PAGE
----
Affectionately known as The Comic, Cycling Weekly has been struggling for a raison d’être ever since the internet made printed news and race results largely obsolete. For a while it floundered around, banging on about sportives like a mag for beginners. Now it seems to have remembered who its readers are: club cyclists. Specifically, road club cyclists with some years of experience.
The racing results and commentary are still there, not just for road events but other drop-bar disciplines like cyclocross. There’s a regular ‘ride with’ feature on a local club, which is exactly what a mag like Cycling Weekly should have, and the reviews – winter tights for men and women – are timely. I’d rather have bike tests featuring geometry numbers than ratings out of ten (anything less than 8/10 is basically rubbish) but it can’t be easy doing these on a weekly schedule. Dr Hutch is still there, knocking out decent columns, and there’s a dash of retro stuff. In short: improving.
Unlike Cycling Weekly, which is for cyclists who race, used to race, or at least belong to a club with racers in it, Procycling is for those who watch racing: the fans. Disclaimer: I’m not a hardcore fan. So I can’t get excited by a piece from Dan Martin on a race he did or an interview with a team manager I’ve never heard of. They might as well be VectorBelly sports interviews: ‘I need to sports harder in my next race.’
It’s churlish of me to complain about a magazine called Procycling covering pro cycling. Yet it feels a bit one-note. The pro cycling stuff in Cyclist or Rouleur – a piece on Roger De Vlaeminck and a feature on the 2019 Worlds in Yorkshire respectively, in the issues I picked up – feels more well rounded and engaging. However, if you are the armchair fan I’m not, you might love this. The photography is outstanding and Procycling showcases it well by using a larger page format.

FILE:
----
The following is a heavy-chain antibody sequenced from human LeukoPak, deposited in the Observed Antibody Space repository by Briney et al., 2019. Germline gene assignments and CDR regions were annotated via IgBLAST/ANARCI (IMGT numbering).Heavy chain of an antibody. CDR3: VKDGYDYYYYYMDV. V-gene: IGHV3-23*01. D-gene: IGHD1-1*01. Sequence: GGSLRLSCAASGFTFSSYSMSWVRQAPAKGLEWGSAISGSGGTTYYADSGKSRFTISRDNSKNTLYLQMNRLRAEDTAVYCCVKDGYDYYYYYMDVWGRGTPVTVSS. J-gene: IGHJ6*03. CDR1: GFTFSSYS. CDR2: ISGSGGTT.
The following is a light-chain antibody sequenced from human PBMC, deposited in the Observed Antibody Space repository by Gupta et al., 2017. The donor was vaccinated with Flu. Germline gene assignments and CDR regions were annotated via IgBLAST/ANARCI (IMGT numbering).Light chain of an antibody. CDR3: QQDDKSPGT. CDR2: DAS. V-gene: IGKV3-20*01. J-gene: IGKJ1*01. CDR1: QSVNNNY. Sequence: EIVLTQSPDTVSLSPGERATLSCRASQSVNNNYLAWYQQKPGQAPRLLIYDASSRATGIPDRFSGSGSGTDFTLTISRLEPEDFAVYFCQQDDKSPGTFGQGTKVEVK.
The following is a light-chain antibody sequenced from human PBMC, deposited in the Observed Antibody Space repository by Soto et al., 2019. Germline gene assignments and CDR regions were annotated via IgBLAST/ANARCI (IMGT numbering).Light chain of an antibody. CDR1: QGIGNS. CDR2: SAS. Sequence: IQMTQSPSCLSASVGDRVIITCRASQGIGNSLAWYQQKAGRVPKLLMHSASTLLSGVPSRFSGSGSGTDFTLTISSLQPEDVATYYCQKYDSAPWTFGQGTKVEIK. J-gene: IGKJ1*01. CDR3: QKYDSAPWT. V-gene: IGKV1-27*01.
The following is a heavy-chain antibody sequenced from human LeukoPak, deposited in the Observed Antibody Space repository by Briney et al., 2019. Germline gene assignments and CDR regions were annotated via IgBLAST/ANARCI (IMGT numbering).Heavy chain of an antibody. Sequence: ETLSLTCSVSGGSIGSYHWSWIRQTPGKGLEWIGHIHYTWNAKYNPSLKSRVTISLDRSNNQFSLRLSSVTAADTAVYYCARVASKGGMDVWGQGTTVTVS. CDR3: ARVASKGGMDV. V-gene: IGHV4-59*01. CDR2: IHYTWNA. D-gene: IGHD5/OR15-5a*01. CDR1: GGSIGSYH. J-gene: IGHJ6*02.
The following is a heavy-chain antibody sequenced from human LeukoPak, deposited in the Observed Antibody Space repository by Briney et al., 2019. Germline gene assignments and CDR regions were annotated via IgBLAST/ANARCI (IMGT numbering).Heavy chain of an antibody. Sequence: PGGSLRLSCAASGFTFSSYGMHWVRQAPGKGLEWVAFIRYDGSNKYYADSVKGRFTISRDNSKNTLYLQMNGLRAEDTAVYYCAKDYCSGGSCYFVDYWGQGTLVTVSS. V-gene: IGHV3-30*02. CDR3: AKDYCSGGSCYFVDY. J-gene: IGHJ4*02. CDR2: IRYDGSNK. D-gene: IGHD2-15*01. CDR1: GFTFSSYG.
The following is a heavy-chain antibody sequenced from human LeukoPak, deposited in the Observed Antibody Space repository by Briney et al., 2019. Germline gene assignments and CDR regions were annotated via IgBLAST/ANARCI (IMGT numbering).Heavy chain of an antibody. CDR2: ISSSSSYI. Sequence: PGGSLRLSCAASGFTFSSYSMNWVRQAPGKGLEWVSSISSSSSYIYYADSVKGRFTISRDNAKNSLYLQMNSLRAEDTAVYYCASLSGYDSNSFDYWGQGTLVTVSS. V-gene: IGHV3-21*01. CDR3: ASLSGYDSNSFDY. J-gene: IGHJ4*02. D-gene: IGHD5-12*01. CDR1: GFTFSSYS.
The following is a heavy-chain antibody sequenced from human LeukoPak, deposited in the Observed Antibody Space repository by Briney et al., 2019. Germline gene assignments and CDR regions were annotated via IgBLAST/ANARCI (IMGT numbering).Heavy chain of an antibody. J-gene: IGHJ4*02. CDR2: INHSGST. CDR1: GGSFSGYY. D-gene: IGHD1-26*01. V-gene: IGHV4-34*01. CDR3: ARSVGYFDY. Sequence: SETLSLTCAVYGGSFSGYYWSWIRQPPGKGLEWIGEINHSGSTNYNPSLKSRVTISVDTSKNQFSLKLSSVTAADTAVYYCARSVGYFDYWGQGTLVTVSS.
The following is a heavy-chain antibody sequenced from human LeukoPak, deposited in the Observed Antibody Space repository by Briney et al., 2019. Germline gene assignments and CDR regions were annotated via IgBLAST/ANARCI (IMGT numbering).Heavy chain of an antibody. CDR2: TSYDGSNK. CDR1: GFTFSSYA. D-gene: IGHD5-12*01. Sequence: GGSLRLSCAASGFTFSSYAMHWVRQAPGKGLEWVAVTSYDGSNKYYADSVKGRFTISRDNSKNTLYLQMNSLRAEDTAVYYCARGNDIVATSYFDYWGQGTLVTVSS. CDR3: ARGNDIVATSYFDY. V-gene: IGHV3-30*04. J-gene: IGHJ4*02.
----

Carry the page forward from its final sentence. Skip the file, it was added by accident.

Frequency: 13 issues
Circulation: 10,000 (publisher statement)
A compact size, small enough to fit in your man-bag or musette, Rouleur now comes with a lower price tag that might pass muster outside the metropolis. Maybe it’s feeling the heat from Cyclist? Rouleur was the first to eschew the traditional magazine formula of buying advice and top tips, and focus instead on thoughtful writing, arty photography, and nice paper. Now it feels like it’s lost that USP.
It still has interesting pro-cycling features. In the issue pictured, there’s a good piece by Philippa York on being a journalist at a women’s race. Sometimes the articles are overwrought. In the same issue, there’s an article on SRAM that looks for parallels with Kanye West – a conceit that doesn’t work. And while mono photos of cyclocross racing are what I’d expect in Rouleur, a moody cyclocross fashion shoot on a beach feels like a parody. Overall I prefer it to Procycling, although you don’t get as much mag for your money as you do with Cyclist.
Frequency: 8 per year
Circulation: Not stated
Mountain Biking UK
MBUK’s transition from irreverent adrenaline mag to mainstream mountain biking publication is neatly encapsulated by the December 2018 cover: the ‘rad Santa’ alternative version for subscribers would at one time have been the only cover. Maybe it’s aiming to mop up former What Mountain Bike readers in a declining market? Maybe the readership is just older? Or perhaps it’s the absence of founder and former editor-in-chief Tym Manley?